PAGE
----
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Jazz Sax Lessons: Muted Tonguing

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Okay, now let's talk about a tonguing
technique that's not all
that widely taught, I guess.
I was trying to think if somebody
taught me this also back in school and
I don't know that anybody actually did.
So, you know,
this could be a first for you too.
And this is muted tonguing.
Let me play for
you what I mean by muted tonguing and
you'll probably hear it right away.
I am muting my
reed with my tongue.
Hence the title muted tonguing.
So let me explain to you how to do that.
In a nutshell,
very simply all I'm really doing
is deadening part of the reed
with part of my tongue.
So, in my case,
I am taking the left side of my tongue,
left side of the tip of my tongue,
the front of my tongue, and
muting the opposite side of the reed.
So, I'm basically deadening
one part of the tip of the reed and
still allowing the other side to vibrate.
Now that's how I'm doing it,
that's how I was made.
So perhaps it works more easily
if you're using the other side.
So for me again I'm using this side of
my tongue, my left side and hitting
the opposite side of the reed, the right
side of the reed as I'm looking at it.
Maybe it'll work better for
you on the other side, it doesn't for me.
So and then, right down the pipe too,
if I'm playing.
Now pretty much I was gonna say that maybe
it's just you're muting the whole reed and
that we're leaving the reed
on the mouth piece but no.
You saw my experiment just now.
It definitely works better on one side or
the other.
Maybe not drastically, it's something
that you gotta experiment with
to see which is gonna be
the most comfortable.
I can tell you right now that
if you haven't done this before,
no position gonna feel comfortable.
You're gonna feel that vibration,
just like you did when you first started
playing on your bottom lip, the very first
day you put a saxophone in your mouth.
So, that's basically how you do it.
Understand though, that when you're
using a muted tongue, it's not only
about the attack, or the initial sound
of the mute, of the reed being muted,
but it's also the release of the attack,
release of the attack.
So a release, yeah, of the attack.
So the trick of this with all my students
is how much tongue to put on your reed.
How much of the reed should be muted?
You know so part of it is not vibrating.
You know for us right now I want
you to be listening to me and
you know hear how much I'm doing it.
And be aware that
there's different.
Obviously, I can mute the reed more.
Or mute it a lot less.
We really, really add a nice subtle thing.
But it's a very important articulation
in your articulation arsenal to have.
Like if you're playing a line.
The note, the penultimate
note right before the last note.
I'm actually,
that note is not actually
coming out entirely.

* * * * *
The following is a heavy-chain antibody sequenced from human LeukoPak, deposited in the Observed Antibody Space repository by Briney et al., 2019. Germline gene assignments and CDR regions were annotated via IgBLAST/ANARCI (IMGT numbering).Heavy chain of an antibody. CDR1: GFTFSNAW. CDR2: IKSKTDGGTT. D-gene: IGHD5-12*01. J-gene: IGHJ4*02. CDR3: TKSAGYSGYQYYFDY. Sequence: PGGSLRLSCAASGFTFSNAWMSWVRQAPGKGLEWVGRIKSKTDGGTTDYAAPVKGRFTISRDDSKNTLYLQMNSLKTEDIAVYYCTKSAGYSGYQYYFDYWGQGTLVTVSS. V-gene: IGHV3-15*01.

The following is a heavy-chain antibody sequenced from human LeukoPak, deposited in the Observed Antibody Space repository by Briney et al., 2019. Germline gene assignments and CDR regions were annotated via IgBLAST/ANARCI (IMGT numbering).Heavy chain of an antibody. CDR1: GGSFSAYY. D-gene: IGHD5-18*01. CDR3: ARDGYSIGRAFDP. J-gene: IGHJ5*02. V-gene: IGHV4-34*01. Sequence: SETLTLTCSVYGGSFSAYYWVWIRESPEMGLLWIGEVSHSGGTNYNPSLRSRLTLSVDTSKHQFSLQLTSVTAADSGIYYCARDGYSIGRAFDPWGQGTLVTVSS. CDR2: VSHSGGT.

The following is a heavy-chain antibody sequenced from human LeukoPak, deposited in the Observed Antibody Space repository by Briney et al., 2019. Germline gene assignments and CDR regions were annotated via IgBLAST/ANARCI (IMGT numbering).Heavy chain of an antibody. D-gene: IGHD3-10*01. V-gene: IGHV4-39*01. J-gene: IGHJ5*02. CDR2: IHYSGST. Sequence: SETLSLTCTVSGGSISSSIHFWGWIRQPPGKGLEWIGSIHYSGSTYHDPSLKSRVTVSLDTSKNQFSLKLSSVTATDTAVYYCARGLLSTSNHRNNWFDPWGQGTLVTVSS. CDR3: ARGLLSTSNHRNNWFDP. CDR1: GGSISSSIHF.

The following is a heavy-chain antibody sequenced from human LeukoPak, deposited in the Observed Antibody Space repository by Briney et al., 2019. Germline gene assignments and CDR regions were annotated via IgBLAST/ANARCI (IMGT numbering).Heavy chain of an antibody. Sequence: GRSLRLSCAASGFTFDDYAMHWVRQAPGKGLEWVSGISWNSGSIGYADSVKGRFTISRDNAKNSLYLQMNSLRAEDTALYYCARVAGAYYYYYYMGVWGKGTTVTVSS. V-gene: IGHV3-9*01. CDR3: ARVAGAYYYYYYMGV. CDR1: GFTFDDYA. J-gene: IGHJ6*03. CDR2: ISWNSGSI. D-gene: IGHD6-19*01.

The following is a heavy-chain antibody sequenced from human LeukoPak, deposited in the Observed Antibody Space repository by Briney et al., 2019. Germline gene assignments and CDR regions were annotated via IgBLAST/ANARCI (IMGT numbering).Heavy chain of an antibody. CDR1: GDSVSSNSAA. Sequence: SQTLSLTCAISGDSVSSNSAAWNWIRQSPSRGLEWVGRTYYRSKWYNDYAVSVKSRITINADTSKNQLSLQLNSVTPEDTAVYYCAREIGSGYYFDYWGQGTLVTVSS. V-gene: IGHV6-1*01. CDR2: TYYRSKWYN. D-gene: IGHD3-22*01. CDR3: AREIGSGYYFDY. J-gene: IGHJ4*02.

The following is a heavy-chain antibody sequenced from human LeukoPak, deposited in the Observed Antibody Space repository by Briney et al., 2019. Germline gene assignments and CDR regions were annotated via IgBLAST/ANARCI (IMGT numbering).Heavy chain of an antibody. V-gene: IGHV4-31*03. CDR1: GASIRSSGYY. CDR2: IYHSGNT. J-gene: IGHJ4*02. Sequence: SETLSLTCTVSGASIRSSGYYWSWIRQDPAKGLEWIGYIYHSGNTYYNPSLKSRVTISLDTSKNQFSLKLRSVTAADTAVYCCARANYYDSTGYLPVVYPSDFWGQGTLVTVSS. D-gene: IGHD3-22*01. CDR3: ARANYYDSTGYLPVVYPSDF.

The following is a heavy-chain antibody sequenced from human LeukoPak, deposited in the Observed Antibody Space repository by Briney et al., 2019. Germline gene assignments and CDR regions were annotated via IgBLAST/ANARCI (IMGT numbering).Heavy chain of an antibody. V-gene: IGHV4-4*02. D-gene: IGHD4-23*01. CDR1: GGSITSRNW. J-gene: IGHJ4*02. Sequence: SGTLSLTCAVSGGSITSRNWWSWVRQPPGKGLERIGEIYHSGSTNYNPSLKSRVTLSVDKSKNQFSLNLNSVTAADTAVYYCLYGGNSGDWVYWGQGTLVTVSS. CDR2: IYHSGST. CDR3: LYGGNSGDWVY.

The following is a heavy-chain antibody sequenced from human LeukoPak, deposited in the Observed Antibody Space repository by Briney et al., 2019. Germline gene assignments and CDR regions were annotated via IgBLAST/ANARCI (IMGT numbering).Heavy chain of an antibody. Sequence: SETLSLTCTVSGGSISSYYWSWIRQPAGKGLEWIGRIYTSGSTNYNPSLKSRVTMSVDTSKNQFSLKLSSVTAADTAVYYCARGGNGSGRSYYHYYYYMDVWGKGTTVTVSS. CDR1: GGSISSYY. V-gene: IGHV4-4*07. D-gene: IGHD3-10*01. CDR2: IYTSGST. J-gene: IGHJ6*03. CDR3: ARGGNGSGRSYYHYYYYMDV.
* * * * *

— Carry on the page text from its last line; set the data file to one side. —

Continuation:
I'm muting that entire whole, that whole
note and releasing for the last note.
Bo do do do den ba.
Bo den ba.
Bo den ba.
Bo den ba.
That's a good exercise actually.
So in that case the articulation
becomes an active articulation,
part of your lines.
So it's good to be able to play
one note with a muted tongue,
but it's also to be able to
actively use it within a line.
So as far as a mute is concerned it's
a good idea just to do what I was
doing originally.
Play one note,
a nice open C sharp.
And gain control of it, okay?
To the point where it sounds, there's
a real definite distinction between
the muted sound and the open sound.
Do do lu, do lu, do lu du lu.
And then as far as actively
using it in a line.
The way I'm doing that with the triplets,
anyway, is analyzing
the first three notes.
I'm tonguing the first note
I'm putting the tongue
back on the reed for
the second note to mute.
And I'm releasing for the third note.
Try that.
I'm playing but no matter what horn
you're playing try A, C, and D.
So again,
on the second note I'm tonguing it, but
I'm leaving my tongue on
the side of the reed to mute it.
And then I'm releasing for the third note.
do that with me.
It's C, I'm sorry A, C, D,.
So, [NOISE] and [NOISE] and
one and two and three.
And like with any other articulation,
you wanna make sure that your air is,
if you haven't got your
air pushing that reed,
you're muting half of it.
It's stressing to reed it and so
it's It needs some extra
help to continue to vibrate.
So it's not gonna work unless you've
got that air pushing into the reed,
into the mouthpiece and
supporting that reed so
it can continue to vibrate,
even though half of it is being muted.
So there you go.
If you got any questions
like with all of these,
please shoot me a video and
of you doing that.
It's a very,
very cool important articulation to have.
So happy practicing.
Don't let your tongue get too
buzzy like mine is right now.
Okay, have fun muting your tongue.